Of course this is not to say that people never die because of situations surrounding marijuana. Even though alcohol is definitely deadlier on the road than any other drug, including marijuana, marijuana users will want to know how much affects them, how it affects them, and consider caution when taking cannabis, such as when driving a car, operating heavy machinery, or when placed in common sense dangerous situations.
The results of a major recent poll suggests that most Americans now view marijuana as less harmful than other common substances that are currently legal. The poll, conducted under the sponsorship of NBC News/The Wall Street Journal, suggests a major shift has occurred from the way Americans have traditionally looked at the risks associated with cannabis use.
In fact, the poll suggests that the perception of marijuana as a dangerous drug, which was once commonplace, has dropped dramatically in recent years, and is now, sugar is seen as being more harmful than marijuana.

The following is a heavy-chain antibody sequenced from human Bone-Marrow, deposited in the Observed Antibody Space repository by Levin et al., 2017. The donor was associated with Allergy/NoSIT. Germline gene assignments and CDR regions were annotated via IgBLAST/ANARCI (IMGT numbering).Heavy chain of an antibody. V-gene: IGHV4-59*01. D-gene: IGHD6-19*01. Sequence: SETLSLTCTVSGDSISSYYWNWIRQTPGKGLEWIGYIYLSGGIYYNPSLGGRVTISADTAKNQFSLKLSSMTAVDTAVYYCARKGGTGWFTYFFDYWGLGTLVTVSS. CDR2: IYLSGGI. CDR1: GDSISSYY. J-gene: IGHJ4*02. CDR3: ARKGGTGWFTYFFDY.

In the NBC News/Wall Street Journal poll, the participants were asked how they rated cannabis, sugar, alcohol and tobacco in terms of how dangerous they considered each substance to be.
Tobacco was overwhelmingly considered the most dangerous, with nearly half of all participants, 49 percent, responding that they considered tobacco to be the most dangerous of the four substances listed. Alcohol was rated most dangerous by 24 percent, with sugar following with a 15% rating. Less than one in ten Americans, or 8 percent, considered marijuana to be the most dangerous substance. Sugar is seen as more harmful than marijuana, yet, we give sugar to our kids everyday.